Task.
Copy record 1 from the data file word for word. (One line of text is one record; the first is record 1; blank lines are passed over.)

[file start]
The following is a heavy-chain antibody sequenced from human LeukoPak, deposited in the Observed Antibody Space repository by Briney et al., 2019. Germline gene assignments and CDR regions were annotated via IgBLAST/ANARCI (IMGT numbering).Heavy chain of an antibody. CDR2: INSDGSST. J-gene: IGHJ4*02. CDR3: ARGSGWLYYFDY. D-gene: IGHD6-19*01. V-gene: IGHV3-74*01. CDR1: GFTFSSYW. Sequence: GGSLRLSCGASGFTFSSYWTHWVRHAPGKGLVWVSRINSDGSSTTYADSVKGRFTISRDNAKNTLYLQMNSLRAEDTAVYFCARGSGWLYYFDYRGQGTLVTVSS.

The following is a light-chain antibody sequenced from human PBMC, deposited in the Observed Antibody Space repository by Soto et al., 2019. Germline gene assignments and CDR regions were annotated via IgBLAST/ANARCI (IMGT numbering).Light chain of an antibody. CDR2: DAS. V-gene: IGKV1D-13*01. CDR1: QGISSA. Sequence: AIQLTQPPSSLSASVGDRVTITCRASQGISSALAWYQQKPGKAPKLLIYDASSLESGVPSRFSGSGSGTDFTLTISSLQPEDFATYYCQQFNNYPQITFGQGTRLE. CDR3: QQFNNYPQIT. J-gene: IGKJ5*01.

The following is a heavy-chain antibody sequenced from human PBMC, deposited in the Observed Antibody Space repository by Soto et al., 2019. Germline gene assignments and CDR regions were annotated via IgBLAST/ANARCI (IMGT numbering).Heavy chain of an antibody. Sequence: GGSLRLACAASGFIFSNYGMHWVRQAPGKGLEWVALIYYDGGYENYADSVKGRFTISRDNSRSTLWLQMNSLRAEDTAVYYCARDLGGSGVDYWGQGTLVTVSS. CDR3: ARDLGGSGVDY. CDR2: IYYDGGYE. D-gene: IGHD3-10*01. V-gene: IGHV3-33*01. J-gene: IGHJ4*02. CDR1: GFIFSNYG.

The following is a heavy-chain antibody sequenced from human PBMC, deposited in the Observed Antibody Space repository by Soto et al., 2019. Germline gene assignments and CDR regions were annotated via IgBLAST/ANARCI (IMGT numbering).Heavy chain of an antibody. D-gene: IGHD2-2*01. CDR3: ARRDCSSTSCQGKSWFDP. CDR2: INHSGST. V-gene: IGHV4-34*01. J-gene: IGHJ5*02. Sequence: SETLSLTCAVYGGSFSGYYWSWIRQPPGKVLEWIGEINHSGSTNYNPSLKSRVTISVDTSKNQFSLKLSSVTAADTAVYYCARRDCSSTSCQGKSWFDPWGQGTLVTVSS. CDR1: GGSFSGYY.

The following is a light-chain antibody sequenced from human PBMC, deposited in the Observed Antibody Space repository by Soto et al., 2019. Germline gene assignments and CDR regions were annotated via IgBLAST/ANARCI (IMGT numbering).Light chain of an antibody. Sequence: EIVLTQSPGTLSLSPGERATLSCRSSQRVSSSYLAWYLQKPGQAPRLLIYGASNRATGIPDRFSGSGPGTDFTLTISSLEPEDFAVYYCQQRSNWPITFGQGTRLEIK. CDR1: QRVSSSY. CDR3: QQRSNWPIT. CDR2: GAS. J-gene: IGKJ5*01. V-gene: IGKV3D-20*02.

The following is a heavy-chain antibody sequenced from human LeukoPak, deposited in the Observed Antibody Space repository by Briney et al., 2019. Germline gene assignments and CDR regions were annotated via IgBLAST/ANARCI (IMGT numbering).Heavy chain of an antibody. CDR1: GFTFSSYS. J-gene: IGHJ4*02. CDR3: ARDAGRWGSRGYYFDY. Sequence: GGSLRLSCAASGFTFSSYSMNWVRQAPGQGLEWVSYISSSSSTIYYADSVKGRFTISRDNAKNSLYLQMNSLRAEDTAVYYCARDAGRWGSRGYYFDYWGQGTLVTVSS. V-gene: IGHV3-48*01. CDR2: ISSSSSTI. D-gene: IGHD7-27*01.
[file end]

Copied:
The following is a heavy-chain antibody sequenced from human LeukoPak, deposited in the Observed Antibody Space repository by Briney et al., 2019. Germline gene assignments and CDR regions were annotated via IgBLAST/ANARCI (IMGT numbering).Heavy chain of an antibody. CDR2: INSDGSST. J-gene: IGHJ4*02. CDR3: ARGSGWLYYFDY. D-gene: IGHD6-19*01. V-gene: IGHV3-74*01. CDR1: GFTFSSYW. Sequence: GGSLRLSCGASGFTFSSYWTHWVRHAPGKGLVWVSRINSDGSSTTYADSVKGRFTISRDNAKNTLYLQMNSLRAEDTAVYFCARGSGWLYYFDYRGQGTLVTVSS.